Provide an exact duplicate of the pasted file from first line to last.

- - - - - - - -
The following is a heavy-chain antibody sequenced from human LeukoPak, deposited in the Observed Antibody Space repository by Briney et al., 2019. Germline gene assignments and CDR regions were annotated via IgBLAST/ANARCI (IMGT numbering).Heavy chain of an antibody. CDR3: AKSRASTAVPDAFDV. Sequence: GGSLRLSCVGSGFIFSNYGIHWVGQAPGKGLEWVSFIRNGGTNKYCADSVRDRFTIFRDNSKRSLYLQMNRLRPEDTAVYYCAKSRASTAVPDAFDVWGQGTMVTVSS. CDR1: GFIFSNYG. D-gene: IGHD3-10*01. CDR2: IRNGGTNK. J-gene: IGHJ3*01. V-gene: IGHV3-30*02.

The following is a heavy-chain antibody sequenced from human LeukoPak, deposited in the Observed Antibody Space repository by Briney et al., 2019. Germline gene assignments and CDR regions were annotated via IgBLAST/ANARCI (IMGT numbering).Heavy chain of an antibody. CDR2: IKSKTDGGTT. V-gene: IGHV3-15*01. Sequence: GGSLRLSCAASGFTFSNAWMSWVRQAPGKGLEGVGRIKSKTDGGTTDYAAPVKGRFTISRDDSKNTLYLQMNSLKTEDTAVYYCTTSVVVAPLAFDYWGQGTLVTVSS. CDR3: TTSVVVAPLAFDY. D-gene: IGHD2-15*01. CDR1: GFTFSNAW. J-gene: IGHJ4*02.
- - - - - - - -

The following is a heavy-chain antibody sequenced from human LeukoPak, deposited in the Observed Antibody Space repository by Briney et al., 2019. Germline gene assignments and CDR regions were annotated via IgBLAST/ANARCI (IMGT numbering).Heavy chain of an antibody. CDR3: AKSRASTAVPDAFDV. Sequence: GGSLRLSCVGSGFIFSNYGIHWVGQAPGKGLEWVSFIRNGGTNKYCADSVRDRFTIFRDNSKRSLYLQMNRLRPEDTAVYYCAKSRASTAVPDAFDVWGQGTMVTVSS. CDR1: GFIFSNYG. D-gene: IGHD3-10*01. CDR2: IRNGGTNK. J-gene: IGHJ3*01. V-gene: IGHV3-30*02.

The following is a heavy-chain antibody sequenced from human LeukoPak, deposited in the Observed Antibody Space repository by Briney et al., 2019. Germline gene assignments and CDR regions were annotated via IgBLAST/ANARCI (IMGT numbering).Heavy chain of an antibody. CDR2: IKSKTDGGTT. V-gene: IGHV3-15*01. Sequence: GGSLRLSCAASGFTFSNAWMSWVRQAPGKGLEGVGRIKSKTDGGTTDYAAPVKGRFTISRDDSKNTLYLQMNSLKTEDTAVYYCTTSVVVAPLAFDYWGQGTLVTVSS. CDR3: TTSVVVAPLAFDY. D-gene: IGHD2-15*01. CDR1: GFTFSNAW. J-gene: IGHJ4*02.